Step by step guide to optimise the relationship between the hiring manager and the recruiter
— LiveHire (@Livehireme) September 16, 2017
When it comes to sourcing workforce for your company, what is probably more effective, compared to anything else is the relationship that exists between the hiring manager and the recruiter. That’s because this is what helps in filtering out the most suitable candidates in the best manner, without accidentally losing them out due to potential miscommunication or non-communication. The importance of this aspect of the recruitment process and talent acquisition has repeatedly been proved, by many types of research and studies. It is a commonplace occurrence that hiring managers & recruiters are not able to do what it takes to empower the relationship between them and use it to the best of their advantage.
Here we have a step-by-step guide to help you make the best of what you have.
For any relationship to be productive, the foremost ingredient is mutual understanding. We all want to ensure that talent acquisition happens most effectively. The key to proper mutual understanding shared by the recruiter and the hiring manager includes understanding each other’s respective jobs, including, but not limited to what they do together when there is a potential candidate under consideration. For instance, hiring managers are not just responsible for the hiring process. They are also in charge of managing their teams as well as projects. They are also committed to refining the entire recruitment process by analysing the factors behind the departure or dismissal of an employee, and also planning how to fill the vacant positions.
Identify strengths as well as weaknesses
This is just an extension of mutual understanding, i.e. knowing the white, the black and the grey areas. Knowing the hiring manager you’re working with well, as a recruiter, helps you advance in your field. Hiring managers are the ones who can give the best insight into what is happening internally in the company and what they actually need from the potential candidates. For best optimisation, discuss with the hiring manager the points on which you could sell the job at their company to a potential candidate, and also what you should steer clear of. Also, the hiring manager should be able to trust you to provide an insight into the current market, and if any of that information could be useful in talent acquisition.
Know the expectations
The communication between a headhunter from any recruitment agency and the hiring manager from the company looking to hire fresh talent should be crystal-clear. The hiring manager should know what you can do for him/her, and you should also be clear as a recruiter of what you need to know in order to help them most efficiently. For instance, chalk out a candidate screening plan on which of both of you agree. This will not only save precious time for both of you, but it will also ensure that only the candidates who actually fit the job profile in question are forwarded from the recruiter to the concerned hiring manager.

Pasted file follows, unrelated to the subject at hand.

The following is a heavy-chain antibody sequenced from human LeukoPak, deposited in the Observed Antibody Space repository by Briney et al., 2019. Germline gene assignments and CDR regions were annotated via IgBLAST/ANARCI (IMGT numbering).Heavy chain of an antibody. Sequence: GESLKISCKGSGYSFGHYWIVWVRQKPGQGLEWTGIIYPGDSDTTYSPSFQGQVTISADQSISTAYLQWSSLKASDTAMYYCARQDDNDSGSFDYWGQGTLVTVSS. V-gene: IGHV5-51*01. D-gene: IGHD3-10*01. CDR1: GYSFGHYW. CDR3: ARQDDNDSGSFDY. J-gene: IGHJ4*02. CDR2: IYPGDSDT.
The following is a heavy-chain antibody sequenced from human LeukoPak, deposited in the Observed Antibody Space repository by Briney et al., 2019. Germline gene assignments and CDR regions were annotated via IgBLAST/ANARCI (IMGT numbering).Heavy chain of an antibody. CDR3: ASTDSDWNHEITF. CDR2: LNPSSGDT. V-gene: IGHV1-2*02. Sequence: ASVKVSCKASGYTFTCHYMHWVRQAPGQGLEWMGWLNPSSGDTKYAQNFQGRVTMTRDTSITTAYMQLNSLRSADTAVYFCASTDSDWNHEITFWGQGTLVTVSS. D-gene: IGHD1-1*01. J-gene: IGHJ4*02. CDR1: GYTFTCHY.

When you are at the other end of this relationship i.e. you are a hiring manager, you need to understand that some things are best left to be done by the recruiter. Closing a candidate is one of them, which includes any kind of salary negotiations. This will make your work as a hiring manager much simpler since you are already busy with prior commitments regarding your existing team and the projects you have undertaken.
The recruiter or headhunter will find it much easier to convince them, as candidates are naturally more comfortable in negotiating with someone with whom they have been in contact with throughout the whole process of talent acquisition, than with someone who has the rather forbearing tag of a potential future boss. This gives the recruiter the kind of experience they may not get regularly. And then all that will be left for you to do will be handing the selected candidate their offer letter. This ensures a win-win situation for both of you. Simple, isn’t it?
Taking collective responsibility of optimising the recruitment process together
This can happen only when there is complete agreement between the hiring manager and the headhunter regarding the entire process. This is what helps in preventing situations like hiring candidates who are not suitable, burnout and disorganisation an miscommunication. And this is also what helps develop a cordial, long-term relationship between the hiring manager and the recruiter.
All the aforementioned simple strategies often go a long way in not just accomplishing your goals together, but also in building a talent pool in your company that you both are proud of, and enhances the work experience for all those associated with the enterprise.